by Katherine Capulong, staff reporter
When the news broke of Fall Out Boy’s formerly indefinite hiatus, fangirls wept and turned to blogs and social media outlets to express their sadness and outrage. A couple of years later those same fangirls jumped for joy at the announcement of the band’s new album, Save Rock and Roll.
“I loved them before they broke up, since the 4th grade actually, and when they went on hiatus, I was honestly really torn. They’re what got me through 3 awful years of middle school, so when I heard they weren’t making music anymore, even for a while, I was so upset. I was afraid they wouldn’t really ever make a comeback,” junior Sage O’ Brien said.
During their hiatus, members of Fall Out Boy tried out their own side projects. Their lead singer, Patrick Stump, debuted an album as a solo artist, and the others went and formed other bands to try different genres. All of these side projects were met with negative critical reception and negative sales, which led to many speculating that these failures just might spark a reunion.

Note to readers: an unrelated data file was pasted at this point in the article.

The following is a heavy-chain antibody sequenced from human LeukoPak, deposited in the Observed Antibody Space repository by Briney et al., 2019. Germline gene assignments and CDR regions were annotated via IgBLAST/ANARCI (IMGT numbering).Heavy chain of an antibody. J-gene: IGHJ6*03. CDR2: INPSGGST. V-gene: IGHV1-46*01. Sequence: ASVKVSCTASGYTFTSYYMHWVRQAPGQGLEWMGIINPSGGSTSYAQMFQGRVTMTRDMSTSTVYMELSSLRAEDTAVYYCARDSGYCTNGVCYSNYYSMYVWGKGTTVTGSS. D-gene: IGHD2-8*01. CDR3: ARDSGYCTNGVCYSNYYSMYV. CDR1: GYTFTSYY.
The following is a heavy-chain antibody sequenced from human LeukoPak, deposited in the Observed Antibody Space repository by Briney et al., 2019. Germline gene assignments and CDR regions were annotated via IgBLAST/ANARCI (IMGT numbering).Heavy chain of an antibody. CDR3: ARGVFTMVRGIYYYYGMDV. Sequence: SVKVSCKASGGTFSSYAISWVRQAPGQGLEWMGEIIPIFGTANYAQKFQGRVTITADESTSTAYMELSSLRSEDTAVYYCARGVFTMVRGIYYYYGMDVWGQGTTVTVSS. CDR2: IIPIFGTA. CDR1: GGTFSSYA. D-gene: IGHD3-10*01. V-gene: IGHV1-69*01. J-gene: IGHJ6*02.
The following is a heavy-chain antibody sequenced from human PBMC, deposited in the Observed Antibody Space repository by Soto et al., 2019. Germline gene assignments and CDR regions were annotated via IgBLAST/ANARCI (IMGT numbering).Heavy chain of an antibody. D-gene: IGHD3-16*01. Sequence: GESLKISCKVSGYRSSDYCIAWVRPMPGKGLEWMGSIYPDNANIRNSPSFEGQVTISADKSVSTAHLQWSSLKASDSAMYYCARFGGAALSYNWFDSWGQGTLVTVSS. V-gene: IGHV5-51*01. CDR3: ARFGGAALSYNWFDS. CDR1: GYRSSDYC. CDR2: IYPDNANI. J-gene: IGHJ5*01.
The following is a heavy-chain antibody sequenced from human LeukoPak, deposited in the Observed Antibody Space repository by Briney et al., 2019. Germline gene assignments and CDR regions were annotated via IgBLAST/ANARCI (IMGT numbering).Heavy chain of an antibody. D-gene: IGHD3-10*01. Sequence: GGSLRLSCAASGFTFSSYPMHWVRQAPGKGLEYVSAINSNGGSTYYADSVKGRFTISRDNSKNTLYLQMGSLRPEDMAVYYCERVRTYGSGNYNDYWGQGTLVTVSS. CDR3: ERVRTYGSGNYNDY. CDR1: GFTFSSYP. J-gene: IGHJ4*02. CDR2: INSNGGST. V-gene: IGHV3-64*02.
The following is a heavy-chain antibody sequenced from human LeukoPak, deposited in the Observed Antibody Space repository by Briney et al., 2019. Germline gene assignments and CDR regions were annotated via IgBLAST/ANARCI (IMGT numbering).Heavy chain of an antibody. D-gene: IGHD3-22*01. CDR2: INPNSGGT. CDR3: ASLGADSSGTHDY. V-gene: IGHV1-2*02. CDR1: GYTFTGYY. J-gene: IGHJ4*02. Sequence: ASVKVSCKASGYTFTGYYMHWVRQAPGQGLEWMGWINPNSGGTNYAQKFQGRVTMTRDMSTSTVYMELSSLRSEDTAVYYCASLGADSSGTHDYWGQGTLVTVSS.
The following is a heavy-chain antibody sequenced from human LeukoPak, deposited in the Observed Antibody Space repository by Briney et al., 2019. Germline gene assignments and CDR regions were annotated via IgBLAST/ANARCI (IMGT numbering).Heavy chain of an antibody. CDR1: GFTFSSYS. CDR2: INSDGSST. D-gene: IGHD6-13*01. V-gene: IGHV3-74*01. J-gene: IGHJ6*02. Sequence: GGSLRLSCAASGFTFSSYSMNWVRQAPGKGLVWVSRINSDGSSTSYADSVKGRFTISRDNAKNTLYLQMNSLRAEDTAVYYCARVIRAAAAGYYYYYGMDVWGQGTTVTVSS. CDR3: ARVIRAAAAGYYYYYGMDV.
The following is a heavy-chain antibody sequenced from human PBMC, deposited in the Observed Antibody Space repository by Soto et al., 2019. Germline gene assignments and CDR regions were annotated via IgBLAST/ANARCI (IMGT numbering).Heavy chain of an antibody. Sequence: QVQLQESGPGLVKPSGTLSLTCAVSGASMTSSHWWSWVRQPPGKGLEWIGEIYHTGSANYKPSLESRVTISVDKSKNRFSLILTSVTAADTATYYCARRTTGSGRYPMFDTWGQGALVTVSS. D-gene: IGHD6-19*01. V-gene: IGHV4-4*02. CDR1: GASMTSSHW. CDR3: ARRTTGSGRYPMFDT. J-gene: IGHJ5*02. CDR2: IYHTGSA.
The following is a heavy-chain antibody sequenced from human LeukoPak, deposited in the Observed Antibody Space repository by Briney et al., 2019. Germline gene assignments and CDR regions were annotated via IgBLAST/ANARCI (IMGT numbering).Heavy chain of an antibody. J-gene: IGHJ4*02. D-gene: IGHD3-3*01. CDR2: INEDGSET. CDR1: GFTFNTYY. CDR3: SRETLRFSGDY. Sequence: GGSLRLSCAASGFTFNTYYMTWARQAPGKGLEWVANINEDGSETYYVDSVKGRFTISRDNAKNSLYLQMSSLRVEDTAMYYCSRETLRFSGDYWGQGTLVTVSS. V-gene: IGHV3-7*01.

Rumors in 2012 of the four back in the studio, ready to end their hiatus, was denied again and again until this year. In February 2013, Fall Out Boy decided to grace the music scene with their presence once more with the launch of their new single, “My Songs Know What You Did in the Dark.” Upon the news of their reunion, the group made headlines from Diamondback Online’s “Why the Fall Out Boy Reunion Can Go Die in A Fire,” to the LA Times “Fall Out Boy back in action with a new single, album and tour.”
“I don’t think it matters at all [if they are sellouts]; good music is good music. To be honest, both the before and after of the break up [they seem] pretty much the same to me. I’ve always loved their music so I always will. I was shocked when I heard they were recording a new album,” sophomore Adva Fuchs said.
But Before Fall Out Boy saves rock and roll they might want to take a crack at their reputation first. The band has met negative reviews in the past, with the much known nickname “Sell Out Boy.” Some students weren’t big fans of them to begin with.
“I honestly think that they’re not all that great. I don’t know why everyone’s obsessing over them. I’ve heard better music,” junior Ravital Narkolayev said.
Whether they’re sellouts or artists, they’re back, daring listeners to ask if they’re better than ever.